Hunt <strong>and</strong> Hassold, 2010


•Mono <strong>and</strong><br />

<strong>Trisomies</strong><br />

occur<br />

•Since meiotic<br />

NDJ occurs<br />

prior to zygote<br />

formation all<br />

cells affected


Roslyn R. Angell Am J Hum Genet. 1997;61(1):23-32<br />

• Two hundred clearly analyzable second meiotic<br />

(MU) metaphase oocytes from 116 patients were<br />

examined for evidence of first meiotic (MI)<br />

division errors<br />

• 67% of oocytes were nl (23,X)<br />

• None had an extra whole chromosome<br />

• The only abnormality found had single<br />

chromatids replacing whole chromosomes


Premature Separation of Sister Chromatids at Meiosis I<br />

(separated sister chromatids can then r<strong>and</strong>omly segregate in multiple ways Mono- & <strong>Trisomies</strong>)<br />

Premature Centromere<br />

Division<br />

Premature Centromere<br />

Division<br />

Normal<br />

Sister Chromatids<br />

Segregate Together<br />

Normal<br />

Anaphase Lag


Critiques of Angell’s studies: Hassold T, Hunt P. “To err (meiotically) is human: the genesis of<br />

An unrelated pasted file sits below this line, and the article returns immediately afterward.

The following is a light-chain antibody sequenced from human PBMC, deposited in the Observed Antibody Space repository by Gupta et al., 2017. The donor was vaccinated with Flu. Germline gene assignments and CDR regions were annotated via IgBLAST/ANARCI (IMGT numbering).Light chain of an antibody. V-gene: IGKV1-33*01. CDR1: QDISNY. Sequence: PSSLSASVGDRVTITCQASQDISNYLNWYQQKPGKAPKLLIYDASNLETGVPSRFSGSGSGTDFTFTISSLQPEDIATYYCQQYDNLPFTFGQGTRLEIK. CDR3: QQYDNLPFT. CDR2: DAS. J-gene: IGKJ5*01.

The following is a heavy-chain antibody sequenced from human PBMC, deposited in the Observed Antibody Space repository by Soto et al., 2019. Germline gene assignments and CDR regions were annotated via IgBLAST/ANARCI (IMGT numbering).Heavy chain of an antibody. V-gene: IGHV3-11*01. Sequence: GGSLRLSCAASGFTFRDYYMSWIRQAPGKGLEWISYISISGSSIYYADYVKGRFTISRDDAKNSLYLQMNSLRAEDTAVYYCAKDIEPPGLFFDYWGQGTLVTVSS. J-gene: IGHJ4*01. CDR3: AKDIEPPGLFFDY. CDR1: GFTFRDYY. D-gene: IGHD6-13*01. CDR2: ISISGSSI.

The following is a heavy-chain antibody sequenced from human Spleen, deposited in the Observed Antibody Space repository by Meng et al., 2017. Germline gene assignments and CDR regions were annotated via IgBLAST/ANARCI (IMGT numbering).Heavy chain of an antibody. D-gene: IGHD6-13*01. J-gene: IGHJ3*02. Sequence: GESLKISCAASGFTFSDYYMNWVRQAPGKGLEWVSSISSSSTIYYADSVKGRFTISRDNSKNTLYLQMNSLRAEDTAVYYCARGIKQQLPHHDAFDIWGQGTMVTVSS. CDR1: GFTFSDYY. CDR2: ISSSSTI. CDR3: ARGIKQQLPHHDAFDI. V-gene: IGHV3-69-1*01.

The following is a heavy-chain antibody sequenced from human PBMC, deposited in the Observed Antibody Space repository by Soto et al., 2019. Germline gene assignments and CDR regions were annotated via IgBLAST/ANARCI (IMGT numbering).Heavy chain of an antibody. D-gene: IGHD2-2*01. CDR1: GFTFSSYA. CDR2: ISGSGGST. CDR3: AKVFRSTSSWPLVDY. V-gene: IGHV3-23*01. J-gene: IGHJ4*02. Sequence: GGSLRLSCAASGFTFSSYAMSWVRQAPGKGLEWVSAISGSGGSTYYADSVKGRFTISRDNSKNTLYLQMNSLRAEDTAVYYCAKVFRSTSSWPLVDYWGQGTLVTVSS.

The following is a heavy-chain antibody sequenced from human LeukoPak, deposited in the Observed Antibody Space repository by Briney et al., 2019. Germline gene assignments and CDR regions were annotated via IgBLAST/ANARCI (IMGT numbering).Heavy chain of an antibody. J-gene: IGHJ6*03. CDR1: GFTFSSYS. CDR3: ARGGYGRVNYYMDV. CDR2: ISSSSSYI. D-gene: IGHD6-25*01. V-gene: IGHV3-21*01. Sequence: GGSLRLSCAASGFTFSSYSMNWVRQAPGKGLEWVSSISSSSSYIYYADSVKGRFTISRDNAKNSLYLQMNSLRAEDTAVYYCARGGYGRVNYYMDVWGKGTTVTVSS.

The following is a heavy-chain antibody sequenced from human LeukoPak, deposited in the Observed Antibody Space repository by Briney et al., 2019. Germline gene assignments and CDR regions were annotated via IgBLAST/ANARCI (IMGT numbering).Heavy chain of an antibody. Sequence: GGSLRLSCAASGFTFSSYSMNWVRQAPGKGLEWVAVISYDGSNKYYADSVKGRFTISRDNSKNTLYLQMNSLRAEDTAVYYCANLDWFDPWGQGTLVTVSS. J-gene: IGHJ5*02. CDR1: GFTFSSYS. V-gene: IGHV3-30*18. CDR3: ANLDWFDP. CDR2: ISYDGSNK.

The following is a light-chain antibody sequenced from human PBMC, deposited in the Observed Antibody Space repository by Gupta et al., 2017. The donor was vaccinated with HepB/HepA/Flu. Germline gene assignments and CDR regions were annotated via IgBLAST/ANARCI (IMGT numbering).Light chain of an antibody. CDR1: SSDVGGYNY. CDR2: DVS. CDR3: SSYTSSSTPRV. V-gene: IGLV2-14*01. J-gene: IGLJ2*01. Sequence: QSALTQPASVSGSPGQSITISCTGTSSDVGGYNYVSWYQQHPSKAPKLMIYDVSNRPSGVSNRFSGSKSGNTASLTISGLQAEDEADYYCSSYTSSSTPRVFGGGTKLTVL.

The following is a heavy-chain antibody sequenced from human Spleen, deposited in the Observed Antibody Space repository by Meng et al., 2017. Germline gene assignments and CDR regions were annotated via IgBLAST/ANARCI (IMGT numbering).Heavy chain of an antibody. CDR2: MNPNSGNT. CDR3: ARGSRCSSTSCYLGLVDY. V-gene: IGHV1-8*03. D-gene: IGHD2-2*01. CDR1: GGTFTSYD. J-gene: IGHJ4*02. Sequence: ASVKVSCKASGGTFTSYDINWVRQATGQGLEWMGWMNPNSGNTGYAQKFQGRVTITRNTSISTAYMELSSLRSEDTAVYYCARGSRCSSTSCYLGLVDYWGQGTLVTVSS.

human aneuploidy.” Nat Rev Genet. 2001;2(4):280-91<br />

• “So far, all such studies have focused on the human<br />

oocyte. These analyses have been hampered by the<br />

fact that the desired object of study — the fully<br />

mature, recently ovulated egg — is virtually<br />

impossible to obtain. As a result, only limited<br />

information is as yet available, <strong>and</strong> most of it is<br />

based on studies of those ‘spare’ oocytes that<br />

remain unfertilized after attempted in vitro<br />

fertilization”<br />

• “In subsequent molecular cytogenetic studies of<br />

spare oocytes, true non-disjunction as well as PSSC<br />

errors have been observed <strong>and</strong> some investigators<br />

have suggested that PSSC is largely an artifact of cell<br />

culture”


Premature Separation of Sister<br />

Chromatids at Meiosis I<br />

Premature Centromere<br />

Division<br />

Normal<br />

Sister Chromatids<br />

Segregate Together


Gabriel AS, et al. J Med Genet. 2011;48(7):433-7.<br />

• Human oocytes from 25 patients aged 29-50<br />

years were harvested 43-45 hr after HCG<br />

• 169 first polar bodies were biopsied from them<br />